"Today, when the secretary-general spoke, I was surprised," Abdel Hafiz Ghoga said.

"What is the mechanism that stops the extermination of the people in Libya, what is the mechanism, Mr Secretary-General? If the protection of civilians is not a humanitarian obligation, what is the mechanism that you propose to us?"


The U.S. Chairman of the Joint Chiefs of Staff, Admiral Mike Mullen, said the no-fly zone was now in place. But he told CBS television the endgame of military action was "very uncertain" and acknowledged it could end in a stalemate with Gaddafi.

Mullen said he had seen no reports of civilian casualties from the Western strikes. But Russia said there had been such casualties and called on Britain, France and the United States to halt the "non-selective use of force."

Libyan state television showed footage from an unidentified hospital of what it called victims of the "colonial enemy." Ten bodies were wrapped up in white and blue bed sheets, and several people were wounded, one of them badly, the television said.

The Libyan government has denied breaking a ceasefire that it announced on Friday, blaming rebels who it says are members of al Qaeda.

The armed forces spokesman announced a new ceasefire on Sunday, saying that "the Libyan armed forces ... have issued a command to all military units to safeguard an immediate ceasefire from 9 p.m. (1900 GMT) this evening."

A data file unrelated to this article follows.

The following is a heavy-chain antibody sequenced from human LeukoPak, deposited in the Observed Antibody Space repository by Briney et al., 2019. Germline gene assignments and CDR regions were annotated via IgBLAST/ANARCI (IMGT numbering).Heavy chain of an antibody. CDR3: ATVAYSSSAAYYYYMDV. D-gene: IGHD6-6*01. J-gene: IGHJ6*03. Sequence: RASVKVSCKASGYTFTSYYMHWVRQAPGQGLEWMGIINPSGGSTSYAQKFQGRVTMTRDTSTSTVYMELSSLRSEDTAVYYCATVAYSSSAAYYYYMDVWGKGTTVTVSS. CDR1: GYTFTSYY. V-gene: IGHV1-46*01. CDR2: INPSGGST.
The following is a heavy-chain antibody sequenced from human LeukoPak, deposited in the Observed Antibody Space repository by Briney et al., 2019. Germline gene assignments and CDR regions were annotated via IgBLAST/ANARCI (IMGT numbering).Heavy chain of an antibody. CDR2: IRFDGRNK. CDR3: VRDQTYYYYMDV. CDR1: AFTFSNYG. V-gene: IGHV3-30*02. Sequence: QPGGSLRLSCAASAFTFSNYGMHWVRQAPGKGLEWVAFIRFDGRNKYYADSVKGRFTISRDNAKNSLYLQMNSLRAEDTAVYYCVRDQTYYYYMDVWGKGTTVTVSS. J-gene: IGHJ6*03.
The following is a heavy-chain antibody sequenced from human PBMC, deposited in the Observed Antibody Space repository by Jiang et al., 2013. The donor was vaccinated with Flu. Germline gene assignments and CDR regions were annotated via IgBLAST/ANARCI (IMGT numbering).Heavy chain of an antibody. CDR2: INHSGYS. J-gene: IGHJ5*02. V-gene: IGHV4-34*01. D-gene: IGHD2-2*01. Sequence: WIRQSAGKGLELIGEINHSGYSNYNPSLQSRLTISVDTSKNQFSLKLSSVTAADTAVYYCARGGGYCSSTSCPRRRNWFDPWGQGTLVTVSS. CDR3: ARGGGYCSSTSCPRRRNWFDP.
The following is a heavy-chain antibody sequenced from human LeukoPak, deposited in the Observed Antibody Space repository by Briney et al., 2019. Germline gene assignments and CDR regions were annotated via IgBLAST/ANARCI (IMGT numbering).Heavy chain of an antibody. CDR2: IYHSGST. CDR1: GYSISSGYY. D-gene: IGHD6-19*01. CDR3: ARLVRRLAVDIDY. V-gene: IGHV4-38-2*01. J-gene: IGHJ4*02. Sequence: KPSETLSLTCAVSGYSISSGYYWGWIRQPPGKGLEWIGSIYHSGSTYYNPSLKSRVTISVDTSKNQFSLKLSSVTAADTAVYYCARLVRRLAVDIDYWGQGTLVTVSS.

Both before and after he spoke, heavy anti-aircraft gunfire boomed above central Tripoli.

A senior military official said the United States expected to conduct more strikes on Libya. "This is an ongoing military operation. I fully expect more strikes," he said.

Britain said it was taking part in a second night of coordinated strikes and had once more launched Tomahawk cruise missiles from a submarine in the Mediterranean. Italy said it also had planes in the air.


The United States, after embarking on wars in Afghanistan and Iraq, has been reluctant to take the lead in the military operation, keen to leave this to France and Britain while also assembling a large coalition to support it.

French planes fired the first shots of the intervention on Saturday, destroying tanks and armoured vehicles near Benghazi.